0318 Predatory and parasitic mites associated with mosquitoes in New Jersey

Sunday, November 16, 2008: 1:59 PM
Room A9, First Floor (Reno-Sparks Convention Center)
Anwar L. Bilgrami , Department of Mosquito Control, Cape May Court House, NJ
Peter Bosak , Department of Mosquito Control, Cape May Court House, NJ
A central premise of biological control is that the density of mosquitoes is reduced to stable equilibrium levels by using biological control agents. Parasitic and predaceous mites, of which several species are aquatic in nature, may possess potential to control mosquito populations. In order to determine mite prevalence and their association with mosquitoes in the state of New Jersey, over 1000 adult mosquitoes infested with mites were isolated from light and gravid traps during 2007. Mites belonging to five subfamilies i.e., Histiostomatinae, Rhizoglyphinae, Arrenurinae, Thyadinae and Anystinae were identified. Three i.e., Arrenurus, (Arrenurinae), Thyas, (Thyadinae), and Anystis, (Anystinae) were identified up to generic level. Mosquito genera, Culex, Culiseta, Aedes, and Coquillettidia were found infested. They were most common to Coquilletidia perturbans followed by Aedes and Culex spp. Most mites were attached on the thorax followed by the head and abdomen. They attach to emerging mosquito from pupae at the water surface. The infestation rates ranged between 1 and 38 mites per mosquito. The early season mosquito species were infected most in comparison to late season mosquitoes. Most species of mites were encountered from fresh water pools than brackish water habitats. Histiostomatid mites are filter-feeders, requiring an aqueous environment to survive. Their association with mosquitoes is therefore not too surprising. Anystis sp. is more or less terrestrial being found in leaf litter. It is an aggressive and active predator of anything it can overcome. The present study suggests parasitic and predaceous mites are prevalent in New Jersey which may be exploited to manage mosquito populations.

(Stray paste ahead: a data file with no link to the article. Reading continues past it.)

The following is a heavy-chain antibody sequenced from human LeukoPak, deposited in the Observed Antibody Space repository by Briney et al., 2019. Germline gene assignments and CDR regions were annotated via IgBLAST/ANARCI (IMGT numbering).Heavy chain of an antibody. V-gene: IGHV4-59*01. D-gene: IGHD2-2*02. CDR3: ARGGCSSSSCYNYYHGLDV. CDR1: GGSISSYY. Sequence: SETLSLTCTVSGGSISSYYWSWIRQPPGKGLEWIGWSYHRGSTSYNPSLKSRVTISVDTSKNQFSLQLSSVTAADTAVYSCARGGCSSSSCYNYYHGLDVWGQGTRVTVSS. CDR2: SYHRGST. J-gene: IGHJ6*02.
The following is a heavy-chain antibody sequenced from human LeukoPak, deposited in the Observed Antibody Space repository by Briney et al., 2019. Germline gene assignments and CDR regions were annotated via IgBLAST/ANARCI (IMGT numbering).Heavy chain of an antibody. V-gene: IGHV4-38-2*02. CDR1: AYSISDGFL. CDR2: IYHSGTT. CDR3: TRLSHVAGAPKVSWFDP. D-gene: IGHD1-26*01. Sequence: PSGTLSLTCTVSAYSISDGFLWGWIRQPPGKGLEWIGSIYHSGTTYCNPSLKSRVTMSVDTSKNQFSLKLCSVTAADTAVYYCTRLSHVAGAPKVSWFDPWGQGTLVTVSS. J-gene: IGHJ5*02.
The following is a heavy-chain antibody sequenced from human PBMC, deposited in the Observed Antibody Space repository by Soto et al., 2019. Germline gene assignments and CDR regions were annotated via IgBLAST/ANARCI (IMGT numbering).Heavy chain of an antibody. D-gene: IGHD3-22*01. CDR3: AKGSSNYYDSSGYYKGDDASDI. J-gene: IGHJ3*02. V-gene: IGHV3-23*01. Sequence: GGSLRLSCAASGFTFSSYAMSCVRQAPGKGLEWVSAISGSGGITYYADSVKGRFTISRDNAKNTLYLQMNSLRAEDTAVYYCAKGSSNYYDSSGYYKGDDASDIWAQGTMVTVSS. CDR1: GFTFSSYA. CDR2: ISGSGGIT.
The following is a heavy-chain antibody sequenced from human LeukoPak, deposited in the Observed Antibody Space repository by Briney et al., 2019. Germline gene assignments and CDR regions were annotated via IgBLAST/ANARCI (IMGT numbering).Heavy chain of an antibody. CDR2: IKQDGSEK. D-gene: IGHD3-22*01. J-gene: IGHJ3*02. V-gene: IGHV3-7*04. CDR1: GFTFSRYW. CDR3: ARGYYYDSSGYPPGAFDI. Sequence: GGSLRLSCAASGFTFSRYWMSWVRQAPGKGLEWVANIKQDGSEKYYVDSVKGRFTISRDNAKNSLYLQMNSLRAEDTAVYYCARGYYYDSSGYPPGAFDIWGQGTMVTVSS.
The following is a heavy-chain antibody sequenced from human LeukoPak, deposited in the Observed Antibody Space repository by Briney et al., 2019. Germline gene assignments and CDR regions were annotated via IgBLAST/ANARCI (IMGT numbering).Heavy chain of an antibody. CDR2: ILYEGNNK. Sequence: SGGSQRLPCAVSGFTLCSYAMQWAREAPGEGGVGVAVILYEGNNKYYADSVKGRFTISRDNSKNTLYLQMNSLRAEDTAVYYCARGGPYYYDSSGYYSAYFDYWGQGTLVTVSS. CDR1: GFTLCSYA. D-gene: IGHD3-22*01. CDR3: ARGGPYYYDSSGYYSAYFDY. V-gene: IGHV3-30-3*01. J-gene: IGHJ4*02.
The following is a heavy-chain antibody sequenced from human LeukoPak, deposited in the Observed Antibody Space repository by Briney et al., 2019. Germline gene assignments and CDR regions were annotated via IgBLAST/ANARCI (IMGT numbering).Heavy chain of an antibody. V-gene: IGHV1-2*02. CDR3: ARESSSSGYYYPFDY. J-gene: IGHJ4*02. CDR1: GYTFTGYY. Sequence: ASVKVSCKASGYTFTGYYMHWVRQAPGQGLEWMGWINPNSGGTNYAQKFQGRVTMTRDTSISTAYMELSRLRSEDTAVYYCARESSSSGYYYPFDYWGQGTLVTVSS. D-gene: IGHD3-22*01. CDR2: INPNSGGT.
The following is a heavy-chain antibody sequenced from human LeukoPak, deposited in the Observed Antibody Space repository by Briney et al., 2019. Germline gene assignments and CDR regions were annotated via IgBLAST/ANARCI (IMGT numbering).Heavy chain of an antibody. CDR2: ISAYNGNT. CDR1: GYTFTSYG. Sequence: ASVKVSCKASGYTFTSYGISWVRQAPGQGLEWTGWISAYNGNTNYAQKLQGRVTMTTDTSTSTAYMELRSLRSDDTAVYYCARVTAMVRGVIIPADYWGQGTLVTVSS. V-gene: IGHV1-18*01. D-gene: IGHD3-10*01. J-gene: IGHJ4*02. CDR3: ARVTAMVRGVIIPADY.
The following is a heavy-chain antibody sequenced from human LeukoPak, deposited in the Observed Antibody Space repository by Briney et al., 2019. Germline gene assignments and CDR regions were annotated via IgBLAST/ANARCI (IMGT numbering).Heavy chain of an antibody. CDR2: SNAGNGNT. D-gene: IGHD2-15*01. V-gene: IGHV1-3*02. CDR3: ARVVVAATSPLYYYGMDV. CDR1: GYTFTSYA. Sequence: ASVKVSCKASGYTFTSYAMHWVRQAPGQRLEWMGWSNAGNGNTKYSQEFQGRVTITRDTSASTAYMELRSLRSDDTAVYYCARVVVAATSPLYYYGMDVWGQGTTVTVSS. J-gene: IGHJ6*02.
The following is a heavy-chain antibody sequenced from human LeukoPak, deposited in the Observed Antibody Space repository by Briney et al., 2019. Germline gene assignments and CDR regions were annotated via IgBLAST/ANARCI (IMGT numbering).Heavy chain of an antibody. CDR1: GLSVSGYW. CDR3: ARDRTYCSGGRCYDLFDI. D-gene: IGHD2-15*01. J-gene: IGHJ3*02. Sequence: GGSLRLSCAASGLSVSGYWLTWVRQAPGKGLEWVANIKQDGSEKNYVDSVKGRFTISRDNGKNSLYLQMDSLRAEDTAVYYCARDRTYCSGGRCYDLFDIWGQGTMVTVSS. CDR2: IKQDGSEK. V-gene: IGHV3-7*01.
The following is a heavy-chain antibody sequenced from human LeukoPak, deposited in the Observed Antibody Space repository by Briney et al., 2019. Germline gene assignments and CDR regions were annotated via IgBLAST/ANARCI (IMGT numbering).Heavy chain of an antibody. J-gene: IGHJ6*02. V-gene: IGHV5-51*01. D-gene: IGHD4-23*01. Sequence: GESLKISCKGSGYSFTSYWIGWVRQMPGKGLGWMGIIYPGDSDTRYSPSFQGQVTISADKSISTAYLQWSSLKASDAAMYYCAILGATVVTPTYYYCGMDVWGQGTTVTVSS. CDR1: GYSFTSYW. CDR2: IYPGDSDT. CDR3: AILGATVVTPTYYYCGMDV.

doi: 10.1603/ICE.2016.34310